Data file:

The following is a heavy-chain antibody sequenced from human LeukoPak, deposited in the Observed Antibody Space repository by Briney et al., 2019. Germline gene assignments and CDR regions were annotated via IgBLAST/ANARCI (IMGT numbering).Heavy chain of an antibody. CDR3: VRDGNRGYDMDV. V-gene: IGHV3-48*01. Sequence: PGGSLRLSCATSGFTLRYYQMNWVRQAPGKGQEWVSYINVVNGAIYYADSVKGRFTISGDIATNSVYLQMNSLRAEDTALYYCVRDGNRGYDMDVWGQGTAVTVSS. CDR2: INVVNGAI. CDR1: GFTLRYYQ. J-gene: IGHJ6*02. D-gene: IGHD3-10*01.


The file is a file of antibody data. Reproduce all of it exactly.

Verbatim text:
The following is a heavy-chain antibody sequenced from human LeukoPak, deposited in the Observed Antibody Space repository by Briney et al., 2019. Germline gene assignments and CDR regions were annotated via IgBLAST/ANARCI (IMGT numbering).Heavy chain of an antibody. CDR3: VRDGNRGYDMDV. V-gene: IGHV3-48*01. Sequence: PGGSLRLSCATSGFTLRYYQMNWVRQAPGKGQEWVSYINVVNGAIYYADSVKGRFTISGDIATNSVYLQMNSLRAEDTALYYCVRDGNRGYDMDVWGQGTAVTVSS. CDR2: INVVNGAI. CDR1: GFTLRYYQ. J-gene: IGHJ6*02. D-gene: IGHD3-10*01.